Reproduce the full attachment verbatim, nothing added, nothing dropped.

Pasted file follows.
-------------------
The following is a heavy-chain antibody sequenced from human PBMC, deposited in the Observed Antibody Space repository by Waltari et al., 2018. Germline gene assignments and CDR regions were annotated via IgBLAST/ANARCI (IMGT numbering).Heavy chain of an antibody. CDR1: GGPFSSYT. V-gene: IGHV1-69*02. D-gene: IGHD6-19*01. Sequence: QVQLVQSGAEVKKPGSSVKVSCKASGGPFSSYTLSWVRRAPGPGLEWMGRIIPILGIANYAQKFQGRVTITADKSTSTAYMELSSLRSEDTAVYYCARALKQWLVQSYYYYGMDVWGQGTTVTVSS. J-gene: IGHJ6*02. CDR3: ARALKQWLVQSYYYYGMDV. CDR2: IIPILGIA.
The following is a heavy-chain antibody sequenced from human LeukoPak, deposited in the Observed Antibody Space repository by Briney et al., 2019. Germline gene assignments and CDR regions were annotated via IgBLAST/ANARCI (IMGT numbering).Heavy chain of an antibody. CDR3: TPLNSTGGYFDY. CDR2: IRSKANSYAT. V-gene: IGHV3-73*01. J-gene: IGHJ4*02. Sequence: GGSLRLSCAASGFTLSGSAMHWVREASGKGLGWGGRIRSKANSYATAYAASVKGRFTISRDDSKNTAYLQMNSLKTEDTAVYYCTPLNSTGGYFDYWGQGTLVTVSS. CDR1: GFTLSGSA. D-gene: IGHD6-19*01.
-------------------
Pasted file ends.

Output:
The following is a heavy-chain antibody sequenced from human PBMC, deposited in the Observed Antibody Space repository by Waltari et al., 2018. Germline gene assignments and CDR regions were annotated via IgBLAST/ANARCI (IMGT numbering).Heavy chain of an antibody. CDR1: GGPFSSYT. V-gene: IGHV1-69*02. D-gene: IGHD6-19*01. Sequence: QVQLVQSGAEVKKPGSSVKVSCKASGGPFSSYTLSWVRRAPGPGLEWMGRIIPILGIANYAQKFQGRVTITADKSTSTAYMELSSLRSEDTAVYYCARALKQWLVQSYYYYGMDVWGQGTTVTVSS. J-gene: IGHJ6*02. CDR3: ARALKQWLVQSYYYYGMDV. CDR2: IIPILGIA.
The following is a heavy-chain antibody sequenced from human LeukoPak, deposited in the Observed Antibody Space repository by Briney et al., 2019. Germline gene assignments and CDR regions were annotated via IgBLAST/ANARCI (IMGT numbering).Heavy chain of an antibody. CDR3: TPLNSTGGYFDY. CDR2: IRSKANSYAT. V-gene: IGHV3-73*01. J-gene: IGHJ4*02. Sequence: GGSLRLSCAASGFTLSGSAMHWVREASGKGLGWGGRIRSKANSYATAYAASVKGRFTISRDDSKNTAYLQMNSLKTEDTAVYYCTPLNSTGGYFDYWGQGTLVTVSS. CDR1: GFTLSGSA. D-gene: IGHD6-19*01.